Artisan Shirtcraft

Only available on StudyMode
  • Download(s) : 153
  • Published : April 13, 2013
Open Document
Text Preview
Artisans Shirtcraft.
Introduction.
Three sisters, Kathy, Linda and Valerie Montgomery started out with what looks like a hobby, without knowing it would develop into a legitimate business of today. These three sisters had adopted an unconventional approach to the growth of their business start-up, by buying materials at a bargained price and producing them into shirts. This approach produced enough revenue growth (on a small scale) but depended largely on loans to finance their business; but with the increase in the firm’s employee and bad economy, they were faced with series of financial problems which resulted into changing their approach to business, by re-organizing the method being used to carry out the business. The company was divided into three functional areas of purchasing, productivity, and sales and administration. Additionally, they adopted budgeting systems and accounting records to monitor and control the business. Background

By the time Artisan shirt craft started selling their products, the combined decision on how they worded their shirts and the appealing quality of the product paved way for the sisters. Few years later, their product gained wide recognition. After five years, the company was organized into three distinct responsibility divisions based on the talents at which each sister had competitive advantage over one another. Kathy handled price determination, Linda oversaw the painting, while Valerie was in charge of the sales and administrative aspect of the business. Record and Control.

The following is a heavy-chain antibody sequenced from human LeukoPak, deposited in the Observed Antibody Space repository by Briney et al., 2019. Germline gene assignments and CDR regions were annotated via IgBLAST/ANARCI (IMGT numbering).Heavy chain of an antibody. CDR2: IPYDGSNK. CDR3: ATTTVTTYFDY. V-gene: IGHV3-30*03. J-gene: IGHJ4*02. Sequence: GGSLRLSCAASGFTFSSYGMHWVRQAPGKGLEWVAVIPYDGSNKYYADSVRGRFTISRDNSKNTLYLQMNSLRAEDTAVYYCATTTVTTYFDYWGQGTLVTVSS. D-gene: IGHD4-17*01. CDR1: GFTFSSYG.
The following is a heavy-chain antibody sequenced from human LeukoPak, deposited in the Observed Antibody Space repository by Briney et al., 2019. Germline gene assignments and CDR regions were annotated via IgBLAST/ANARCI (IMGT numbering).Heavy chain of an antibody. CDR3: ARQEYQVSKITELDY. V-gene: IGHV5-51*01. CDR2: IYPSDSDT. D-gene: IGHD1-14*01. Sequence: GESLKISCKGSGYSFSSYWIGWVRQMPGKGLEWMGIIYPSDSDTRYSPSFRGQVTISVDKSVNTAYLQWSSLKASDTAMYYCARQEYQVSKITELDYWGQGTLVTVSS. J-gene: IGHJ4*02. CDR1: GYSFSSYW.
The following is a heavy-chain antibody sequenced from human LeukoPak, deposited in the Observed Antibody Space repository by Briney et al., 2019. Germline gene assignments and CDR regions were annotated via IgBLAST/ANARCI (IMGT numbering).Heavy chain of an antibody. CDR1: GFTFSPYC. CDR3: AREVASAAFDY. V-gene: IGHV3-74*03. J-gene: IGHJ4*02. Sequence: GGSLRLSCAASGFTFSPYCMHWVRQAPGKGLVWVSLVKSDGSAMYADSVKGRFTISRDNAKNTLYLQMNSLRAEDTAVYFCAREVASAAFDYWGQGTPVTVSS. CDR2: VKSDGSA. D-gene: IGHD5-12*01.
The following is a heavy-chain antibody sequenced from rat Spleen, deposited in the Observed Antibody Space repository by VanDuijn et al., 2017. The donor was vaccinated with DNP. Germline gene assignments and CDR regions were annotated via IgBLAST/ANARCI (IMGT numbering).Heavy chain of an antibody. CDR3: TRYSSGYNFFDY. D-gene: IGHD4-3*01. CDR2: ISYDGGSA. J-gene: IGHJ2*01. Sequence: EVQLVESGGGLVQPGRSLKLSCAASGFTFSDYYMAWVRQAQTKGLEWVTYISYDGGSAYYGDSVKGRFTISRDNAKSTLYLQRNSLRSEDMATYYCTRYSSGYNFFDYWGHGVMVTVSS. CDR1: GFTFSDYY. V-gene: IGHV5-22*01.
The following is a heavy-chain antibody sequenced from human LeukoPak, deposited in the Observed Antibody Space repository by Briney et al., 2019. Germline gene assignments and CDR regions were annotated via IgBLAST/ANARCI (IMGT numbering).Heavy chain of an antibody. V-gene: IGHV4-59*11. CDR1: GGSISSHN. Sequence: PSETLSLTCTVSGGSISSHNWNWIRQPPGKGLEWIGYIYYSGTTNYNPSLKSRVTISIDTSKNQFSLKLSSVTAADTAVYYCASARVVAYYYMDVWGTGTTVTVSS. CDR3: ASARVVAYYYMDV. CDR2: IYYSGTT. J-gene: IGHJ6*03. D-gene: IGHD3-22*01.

At the earlier stage of the business, there was no unit to handle the financial part of the business. The accounting system is crucial to the success of a company, it includes budget, data on the cost of each product, current inventory, and periodic financial report. These components of the accounting record are used for decision making and control. Shirtcraft was virtually devoid of financial control. Growth and Economy

Demand for shirtcraft continued to grow, by the end of 2009, the firm had over 75 employees. However the firm kept no accounting records, no budget for productions, and used the bargaining method of purchasing. As a result of this the firm found it difficult to obtain loans from banks to finance their business. The increase in employee will bring about principal agency cost problems. This tenets of economics is that individual set in their self-interest to maximize their utility, to the detriment of the principal interest. Some of these agency problems are free rider, horizon problems, employee theft, and empire building. All these problems will lead to reduction of firm value, caused when agents pursue their own interests to the detriment of the principal. The Way Forward.

Foe Shirtcraft to continue in business, and not vacillate as a result of excessive inventory holding cost for over purchased materials and loss of sales due to under purchasing, the company needs to establish a good organizational structure control, which would make the company more stable and also gain back the confidence of their bankers.

Budgeted Annual and Monthly Financial Statement Cost for Purchasing Department.

| Sept.($)| Oct.($)| Nov.($)| Dec.($)| Jan.($)| Feb.($)| Mar.($)| Apr.$| May.($)| Jun.($)| Jul.($)| Aug.($)| Annual Total($)| Direct Material Cost. ($19200x7)| 134,400| 134,400| 134,400| 134,400| 100,800| 100,800| 100,800| 100,800| 100,800| 100,800| 100,800| 100,800| 1,344,000| Salaries and Overhead| 15,000| 15,000| 15,000| 15,000| 11,250| 11,250| 11,250| 11,250| 11,250| 11,250| 11,250| 11,250| 150,000| Total| 149,400| 149,400| 149,400| 149,400| 112,050| 112,050| 112,050| 112,050| 112,050| 112,050| 112,050| 112,050| 1,494,000|

Budgeted Annual and Monthly Financial Statement Cost for Production Department

| Sep.($)| Oct.($)| Nov.($)| Dec.($)| Jan.($)| Feb.($)| Mar.($)| Apr.($)| May.($)| Jun.($)|...
tracking img